When Good Books Happen to Bad Things: Darin Strauss’ Half a Life

Posted by Nick Curley

McSweeney’s; 208 pp; $22.00.

In every teenage life moments emerge which, were they to have gone a bit differently, would inexorably lapse one’s life into bad decline.  You eat the blue pill instead of the red, and before you can make amends, the proverbial rabbit hole closes in tight.  Nowhere do such tragic mishaps occur more often than on the open road, so tempting to young drivers while demanding split-second precision from them.  Half a Life, a new novella-length memoir by acclaimed novelist Darin Strauss (Chang and Eng, The Real McCoy) details one such affliction: the true story of how Strauss, just weeks before graduating from North Shore High School in Long Island, crashed his car into a classmate who had without warning, sharply turned her bike into two lanes of traffic.  Sixteen year old Celine Zilke died instantly, and while the accident’s investigation absolved Strauss of any negligence or wrongdoing, it is only the beginning of Strauss’ lifelong preoccupation with the collision and his lingering trauma thereafter.  Half a Life proves a meticulous and often devastating study of grief, loss, and the plight of human memory.  “We can try our human best in the crucial moment,” writes Strauss, “and it might not be good enough.”  Within a taut structure Strauss wrestles with the dilemma that storytellers from Plato to Hitchcock have confronted: the queasy sensation of being met with terrible problems that are not our fault, yet refuse to relent.

The structure of Strauss’ account carries the ether of a dream state.  Several chapters are but a paragraph long.  Anecdotes end suddenly, without the comfortable conclusions or tidy summations that lesser memoirs of grief indulge.  The result stylistically is reminiscent of Joan Didion’s early novels, namely Run River and Play It as It Lays, as well as her own memoir on grieving, The Year of Magical Thinking.  These are books in which characters changed only upon realizing their predicaments were damn near permanent.  Like Didion, Strauss pulls no punches: despite its somber subject, this is a book largely without self-pity or morbidity.  Strauss is cagey enough to know what the reader is thinking, and earnestly attempts to meet such judgments with frank candor.  Life, to Strauss’ surprise and often chagrin, carries on: his friends and family quickly work to put him at ease in the days and months following the accident.  Much of Strauss’ conflict stems from within: unsettling suspicion that he is not feeling the right emotion at the right moment, and self-induced pressure to express grief in showy, public ways to the audience of his peers.  He goes off to college and attempts to reinvent himself, only to find himself emotionally frozen and bewildered by his unwillingness to confront the conflictions of Celine and her death.  He goes on bad dates that leave him baffled.  He has strange interactions with Celine’s family that only further confuse and conflate the issues.  Particularly as the events surrounding the crash play out in the book’s first half, Strauss expertly couples dread and hope into crashing waves: each overtaking the other unexpectedly, each incomplete without the next.  We are not spared from Strauss’ sour moments of caustic self-absorption, thereby preserving his realizations as epiphanies. The result is a dissonant tone that hums with the ring of truth.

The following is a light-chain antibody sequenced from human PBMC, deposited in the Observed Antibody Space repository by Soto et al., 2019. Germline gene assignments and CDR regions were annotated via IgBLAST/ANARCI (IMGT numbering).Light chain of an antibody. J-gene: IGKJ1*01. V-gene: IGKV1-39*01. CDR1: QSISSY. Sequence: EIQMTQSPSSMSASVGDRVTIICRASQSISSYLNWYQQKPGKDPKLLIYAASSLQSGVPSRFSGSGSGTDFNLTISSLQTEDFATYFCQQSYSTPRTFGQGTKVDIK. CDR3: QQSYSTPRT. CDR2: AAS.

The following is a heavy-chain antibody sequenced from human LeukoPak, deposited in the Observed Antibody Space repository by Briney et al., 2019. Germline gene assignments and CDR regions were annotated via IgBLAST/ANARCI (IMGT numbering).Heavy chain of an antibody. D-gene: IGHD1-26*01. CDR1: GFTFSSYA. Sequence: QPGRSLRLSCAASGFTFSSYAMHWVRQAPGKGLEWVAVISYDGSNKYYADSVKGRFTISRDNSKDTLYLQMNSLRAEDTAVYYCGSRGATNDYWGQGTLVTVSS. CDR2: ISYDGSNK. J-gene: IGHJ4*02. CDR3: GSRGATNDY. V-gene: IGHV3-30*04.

Strauss’ internalized approach grants the book but a few big set-pieces of dialogue in which major players can engage one another.  The book’s best scene is a nail biter of a courthouse interrogation, as the Zilkes’ lawyer besieges Strauss with questions that are downright brutal, even when they read as a futile grasp at straws from a cash-grabbing bully.  The scene’s aftermath outside the judge’s quarters, in which Darin’s father has a brief but remarkable encounter with Celine’s own dad, illustrates an array of complex human behaviors.  It is a confrontation wrought with empathy, irony, sarcasm, anger, kindness, and ambiguity all at once: a deeply satisfying, expertly captured snapshot of the kind of ethical justice that we for both better and worse expect from our judicial system.  This short passage shows people truly devastating one another, as their tension and unspoken nuances brim over the pages.  It’s a clash of emotions that plays and replays in the mind’s eye for days on end, and causes one’s heart to race just by remembering it.

Yet this is not a book about crime, nor is it about punishment in the corporal sense.  Instead, Strauss’ sentence proves to be an adulthood of self-castigation.  He thinks of Celine daily for many years following his acquittal.  Yet to say that he is haunted by her would be imprecise, for the author never lets Celine become a hackneyed ghost or trope.  Strauss consciously, explicitly respects his reader, outlining in later passages how he came to write Half a Life, and why he wrote it the way that he did.  While his unwillingness to fashion a Hollywood ending is admirable, this gradual finis de écriture makes the book’s final forty pages fade and fizzle.  It’s unfortunate that the story’s meditative finish lacks the veracity and punch of its earlier scenes.  Strauss comes to realize that writing about Celine and the incident serves as a kind of testimony, allowing for ratifying self-acceptance.  In spite of some petering prose, the book’s resolution rightly suggests that grieving is by design an unending process.  We persevere amidst death not thanks to “closure”, but thanks to introspection and acceptance of that which cannot (and need not) ever fully close.  As Strauss emerges from the icy depths a grown man, with a wife and children of his own, Half a Life plants the notion that mortality, our one fragile certainty, is not to be feared or resented: rather, it’s the source of all that we must value and savor.